We're delighted to welcome Janet Woods to the blog for our March guest slot. Janet has written a variety of popular historical romances in a range of historical periods. Here she talks about her work.
I’ve just finished writing my 22nd book. I won’t go into a long spiel about who has released which books of mine. Generally, I’ve been published in electronic form, hardcover and paperback, with spin-offs into large print and audio books, mostly in historical romance and saga. My favourite period for writing romance is Georgian. For saga, Victorian. Each era has it’s own charm, for me.
My first published historical book “Daughter of Darkness,” won the 2002 romantic mainstream book of the year award, here in Australia. Obviously the eight or more rewrites I did on it, paid off! It was certainly a learning process, as is each book I write. Now, I don’t need so many edits, but some books are certainly easier to write than others.I’m British by birth, but have lived in Australia for many years, having migrated with my husband and children as £10 poms. Now I have dual nationality.
I’m paying one of my four- yearly visits to the UK next month, where I will catch up with my 98 year old mother, who was one of eleven children. I love to listen to the stories she tells of her youth in West Hartlepool, where, as a child, she sold fish door to door for her father, who was a fisherman. When she was fourteen she became a maid in London. Most of her wage was sent back home to help raise her siblings, since there was no welfare system then. In her late twenties, she met my father who was a widower, and moved to Dorset, where she raised a family of five, mostly through the war years. I sometimes wonder how today’s youth would cope with such a hard life as my mother did. Or indeed, how I would have coped myself.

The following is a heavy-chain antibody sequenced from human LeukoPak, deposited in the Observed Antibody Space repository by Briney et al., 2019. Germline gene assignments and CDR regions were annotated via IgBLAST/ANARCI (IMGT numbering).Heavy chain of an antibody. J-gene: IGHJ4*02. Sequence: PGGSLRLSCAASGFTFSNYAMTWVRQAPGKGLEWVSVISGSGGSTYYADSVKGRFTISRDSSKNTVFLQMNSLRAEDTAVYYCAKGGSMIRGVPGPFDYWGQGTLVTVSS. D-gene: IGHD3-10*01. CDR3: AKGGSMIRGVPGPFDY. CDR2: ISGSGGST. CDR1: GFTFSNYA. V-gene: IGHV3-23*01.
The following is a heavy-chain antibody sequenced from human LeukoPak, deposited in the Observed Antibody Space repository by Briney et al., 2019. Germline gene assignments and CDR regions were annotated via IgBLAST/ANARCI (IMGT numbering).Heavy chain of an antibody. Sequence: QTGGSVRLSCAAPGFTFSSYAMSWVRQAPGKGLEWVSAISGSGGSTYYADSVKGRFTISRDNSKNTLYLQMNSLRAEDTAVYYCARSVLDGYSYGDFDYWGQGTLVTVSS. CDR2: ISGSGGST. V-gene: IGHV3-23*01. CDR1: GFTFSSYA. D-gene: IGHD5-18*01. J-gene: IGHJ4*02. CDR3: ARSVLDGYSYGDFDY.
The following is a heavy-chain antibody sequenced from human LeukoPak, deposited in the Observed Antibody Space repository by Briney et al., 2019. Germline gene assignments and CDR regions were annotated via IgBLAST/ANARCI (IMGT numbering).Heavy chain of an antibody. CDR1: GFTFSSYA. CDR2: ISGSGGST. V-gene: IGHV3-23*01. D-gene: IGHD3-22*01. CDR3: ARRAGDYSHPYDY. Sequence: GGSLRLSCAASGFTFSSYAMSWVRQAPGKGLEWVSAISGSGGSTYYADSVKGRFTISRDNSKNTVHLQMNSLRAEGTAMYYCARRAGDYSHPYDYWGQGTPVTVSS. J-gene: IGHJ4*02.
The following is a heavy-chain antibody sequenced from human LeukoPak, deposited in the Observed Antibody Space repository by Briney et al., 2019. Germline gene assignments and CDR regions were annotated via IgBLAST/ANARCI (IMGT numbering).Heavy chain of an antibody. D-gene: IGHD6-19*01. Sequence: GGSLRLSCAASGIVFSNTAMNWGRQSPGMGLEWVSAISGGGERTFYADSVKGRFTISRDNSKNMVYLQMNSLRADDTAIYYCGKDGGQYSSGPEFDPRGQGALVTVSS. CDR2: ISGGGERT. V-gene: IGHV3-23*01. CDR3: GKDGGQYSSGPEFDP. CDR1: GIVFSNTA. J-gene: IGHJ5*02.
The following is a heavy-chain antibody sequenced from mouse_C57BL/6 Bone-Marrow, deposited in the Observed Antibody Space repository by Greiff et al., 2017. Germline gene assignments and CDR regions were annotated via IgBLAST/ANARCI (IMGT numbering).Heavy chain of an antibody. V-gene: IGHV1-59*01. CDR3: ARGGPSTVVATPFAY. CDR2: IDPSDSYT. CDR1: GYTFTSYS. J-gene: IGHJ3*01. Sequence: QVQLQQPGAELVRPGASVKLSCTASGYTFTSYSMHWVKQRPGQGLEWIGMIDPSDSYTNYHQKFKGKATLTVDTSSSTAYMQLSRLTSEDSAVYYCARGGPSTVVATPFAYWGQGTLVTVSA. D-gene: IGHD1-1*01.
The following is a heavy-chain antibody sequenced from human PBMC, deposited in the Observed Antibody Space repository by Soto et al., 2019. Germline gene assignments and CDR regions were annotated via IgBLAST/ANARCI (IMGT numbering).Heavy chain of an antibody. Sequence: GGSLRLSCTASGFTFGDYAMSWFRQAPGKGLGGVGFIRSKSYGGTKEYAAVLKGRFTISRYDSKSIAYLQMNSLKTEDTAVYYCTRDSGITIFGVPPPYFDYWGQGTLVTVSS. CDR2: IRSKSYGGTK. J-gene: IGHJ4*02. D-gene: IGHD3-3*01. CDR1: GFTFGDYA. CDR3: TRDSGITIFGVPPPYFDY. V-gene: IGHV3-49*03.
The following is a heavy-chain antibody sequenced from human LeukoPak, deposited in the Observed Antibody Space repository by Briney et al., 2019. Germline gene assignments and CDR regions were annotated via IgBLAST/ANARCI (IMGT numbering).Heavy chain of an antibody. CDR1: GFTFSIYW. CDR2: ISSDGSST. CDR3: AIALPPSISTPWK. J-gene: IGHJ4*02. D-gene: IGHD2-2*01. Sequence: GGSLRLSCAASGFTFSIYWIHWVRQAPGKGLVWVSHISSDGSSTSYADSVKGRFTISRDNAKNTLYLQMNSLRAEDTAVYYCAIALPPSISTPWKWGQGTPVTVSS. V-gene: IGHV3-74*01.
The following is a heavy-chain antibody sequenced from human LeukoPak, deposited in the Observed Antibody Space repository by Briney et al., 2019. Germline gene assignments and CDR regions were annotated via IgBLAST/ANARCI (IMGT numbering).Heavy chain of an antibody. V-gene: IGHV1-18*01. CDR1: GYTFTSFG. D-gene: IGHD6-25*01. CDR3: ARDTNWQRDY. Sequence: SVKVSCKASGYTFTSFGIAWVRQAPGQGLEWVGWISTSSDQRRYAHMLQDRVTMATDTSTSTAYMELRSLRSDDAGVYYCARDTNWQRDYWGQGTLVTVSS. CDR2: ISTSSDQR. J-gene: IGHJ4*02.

Reminiscences such as hers are invaluable, since they're first hand, and are the the stuff sagas are made of. I’d like to tell you about two of my latest sagas, which are published by Simon & Schuster in Pocket Books. Most people associate regional saga with books set in the North of England. Mine are set in the South of England. Dorset, to be specific. That’s where I was born and raised and I still have the dialect to prove it!
THE STONECUTTER’S DAUGHTER was released in 2005. Its sequel, WHERE SEAGULLS SOAR, which is already out in library hardcover, will be released in paperback in May 06. The setting of this duo of books is the Isle of Portland. Research uncovered the island’s fascinating past, and I thoroughly enjoyed the process.
I often used a book written by Dorset local historian Stuart Morris to give the setting authenticity, a gift from my eldest sister. My brother used to live in Portland a few years back, so I had a small advantage of having lived in his house in Fortuneswell for three months when he worked overseas. That gave me first hand knowledge of what it was like to live in Portland, and instilled in me a need to probe deeper. The history of the place is so varied and fascinating that it’s totally impossible to put it all into a work of fiction.
Learning from my readers letters that little details of historical interest are appreciated, and emotional depth is of paramount importance, I always aim to get both into my writing. I’ve lost count of the letters that have stated my books evoked such emotion in the reader that they bawled their eyes out from beginning to end. Oddly enough, I'm pleased I can make them cry! Many of those letters were from people with strong nostalgic ties to Dorset, who now live in places like New Zealand, Australia, Canada.
THE STONECUTTER’S DAUGHTER has also reviewed well. Following are some extracts from reviews.
“The unravelling of Woods’ young heroine’s antecedents makes for a highly appealing historical novel, one filled with surprises and interesting detail.” Patty Engelmann. Booklist. (Feb 05)
“This is a thoroughly researched, well-paced and enjoyable novel, conveying Portland’s unique, sometimes sinister atmosphere.” Nancy Henshaw. Historical Novel Society Review. (Nov 06)
“THE STONECUTTER DAUGHTER is a beautiful, poignant story that brought tears to my eyes more than once. Janet Woods is a superbly gifted writer who knows how to tell a story like no other.” Kristal Gorman. Romance Reader at Heart (Jan 06)
WHERE SEAGULLS SOAR has not yet been reviewed, but a reader’s letter tells me it’s just as exciting and adventurous as the first book - as it brings to a conclusion the story of Joanna Rose, a child rescued from a stormy sea and raised by a simple Portland stonecutter and his wife.I’m certainly looking forward to my visit to my home county next month.
Visit Janet's website to find out more about her books.
Post a Comment